In early March, Federal Judge Benson Legg ruled unconstitutional the provision in Maryland law requiring a “good and substantial reason” be provided by anyone applying for a permit to carry a concealed weapon. Such a contingency “impermissibly infringes on the right to keep and bear arms” wrote the Judge in his opinion. (1)
The ruling had come down in the case of Woollard v Sheridan. In 2010, Plaintiff Raymond Woollard attempted to renew his permit to carry concealed but was refused because he had not provided to Maryland State Police “…sufficient evidence ‘to support apprehended fear’…” therefore failing the “good and substantial reason” test. (2)
Judge Legg’s decision had literally introduced 2nd Amendment rights into one of the most liberal states in the nation. Previously a “may issue” state, meaning a license to carry a concealed weapon “may” be issued according to the mood of the Maryland State Police, residents would in future live in a “shall issue” state where permits must be issued upon demand to qualified (neither criminal nor mentally impaired) applicants.
“A citizen may not be required to offer a good and substantial reason why he should be permitted to exercise his rights. The right’s existence is all the reason he needs.” So wrote the Judge in his original opinion. (2)
One month later, however, Judge Legg proved himself too cowardly to stand behind his own ruling. Granting a motion filed by liberal Maryland Attorney General Douglas Gansler, Legg stayed his earlier decision to uphold the Constitutional rights of Maryland residents until May 23rd when, upon hearing from both sides, he will decide whether to grant a permanent stay. As a result, the requirement to provide a “good and substantial reason” remains in force.
And upon what argument from the Attorney General did courageous Constitutional advocate Benson Legg base his decision to stay the 2nd Amendment rights of Maryland residents?
In the 2011, 4th Circuit case United States v Masciandaro, the majority ruled that law abiding citizens have the right to keep and bear arms, not just in the home—as Maryland would have it—but, within the bounds of the law, wherever they wished. In short, law abiding Americans have the right to keep and bear arms. (3)
But although they concurred with the opinion, 2 of the judges hedged their decision with the following, pathetic drivel: “…we do not wish to be even minutely responsible for some unspeakably tragic act of mayhem because in the peace of our judicial chambers we miscalculated as to Second Amendment rights.” (3)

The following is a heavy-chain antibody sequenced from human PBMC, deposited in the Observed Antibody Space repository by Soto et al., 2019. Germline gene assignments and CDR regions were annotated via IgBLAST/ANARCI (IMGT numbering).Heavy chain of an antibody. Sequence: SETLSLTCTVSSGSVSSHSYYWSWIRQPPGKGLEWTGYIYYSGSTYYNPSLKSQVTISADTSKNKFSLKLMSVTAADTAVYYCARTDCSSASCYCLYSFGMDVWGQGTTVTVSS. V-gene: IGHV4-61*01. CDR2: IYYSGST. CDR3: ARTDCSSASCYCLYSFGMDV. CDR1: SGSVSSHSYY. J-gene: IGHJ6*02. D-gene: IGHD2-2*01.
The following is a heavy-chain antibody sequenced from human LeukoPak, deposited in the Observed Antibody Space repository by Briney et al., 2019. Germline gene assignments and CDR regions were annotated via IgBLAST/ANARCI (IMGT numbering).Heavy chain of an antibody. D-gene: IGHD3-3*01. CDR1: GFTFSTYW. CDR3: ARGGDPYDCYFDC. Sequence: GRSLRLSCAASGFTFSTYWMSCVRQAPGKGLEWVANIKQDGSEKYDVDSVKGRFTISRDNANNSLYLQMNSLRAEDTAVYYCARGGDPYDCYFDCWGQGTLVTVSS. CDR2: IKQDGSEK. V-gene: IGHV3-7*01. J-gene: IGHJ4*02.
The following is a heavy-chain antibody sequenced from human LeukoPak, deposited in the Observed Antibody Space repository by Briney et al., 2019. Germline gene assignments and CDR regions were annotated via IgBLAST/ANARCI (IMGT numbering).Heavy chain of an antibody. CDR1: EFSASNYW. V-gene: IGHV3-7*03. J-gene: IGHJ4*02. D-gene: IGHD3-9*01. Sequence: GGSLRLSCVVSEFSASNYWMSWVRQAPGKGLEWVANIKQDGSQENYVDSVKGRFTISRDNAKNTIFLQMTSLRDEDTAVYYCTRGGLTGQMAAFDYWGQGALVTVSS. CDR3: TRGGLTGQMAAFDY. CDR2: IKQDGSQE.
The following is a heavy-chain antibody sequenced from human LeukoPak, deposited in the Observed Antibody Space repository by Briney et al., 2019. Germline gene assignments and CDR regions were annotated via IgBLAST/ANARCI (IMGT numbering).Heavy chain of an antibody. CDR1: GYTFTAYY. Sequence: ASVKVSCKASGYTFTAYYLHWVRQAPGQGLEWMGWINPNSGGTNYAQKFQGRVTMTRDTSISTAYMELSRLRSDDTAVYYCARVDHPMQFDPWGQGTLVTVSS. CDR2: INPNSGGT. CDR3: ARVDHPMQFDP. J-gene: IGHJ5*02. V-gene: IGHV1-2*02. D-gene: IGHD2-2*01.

Using this extraordinary example of judicial cowardice, the Maryland Attorney General suggested that if the stay were not granted by Judge Legg, “unspeakably tragic acts of mayhem” committed by the state’s concealed carry holders would somehow result and be on his head! In short, it is far too dangerous to permit Maryland citizens the free exercise of their God given and Constitutionally protected right to keep and bear arms.
On May 23rd, in the courtroom of federal Judge Benson Legg, residents of Maryland will discover whether or not they must continue to provide “good and substantial reason” before being permitted to exercise their 2nd Amendment rights.
Should Barack Obama be given another 4 years of rule in Mordor on the Potomac, the Maryland requirement could soon extend to the exercise of speech, religion and assembly as well. Isn’t THAT something to look forward to.
For more information click here.
- U.S. Federal Judge Overturns Statute ‘Requiring’ Citizens To Have ‘A Good And Substantial Reason To Wear, Carry, Or Transport A Handgun ~ Grossly Violates The Second Amendment Of The Constitution! (politicalvelcraft.org)
- America Gone (lettingfreedomring.com)
- US district judge: The right to bear arms is justification for doing so (lettingfreedomring.com)
- Michelle Obama’s warning to gun owners (lettingfreedomring.com)
- Another attack on the 2nd Amendment – Enviros petition EPA to ban lead in ammunition … again (lettingfreedomring.com)
- Vetting Obama for 2012 Presidential Election (lettingfreedomring.com)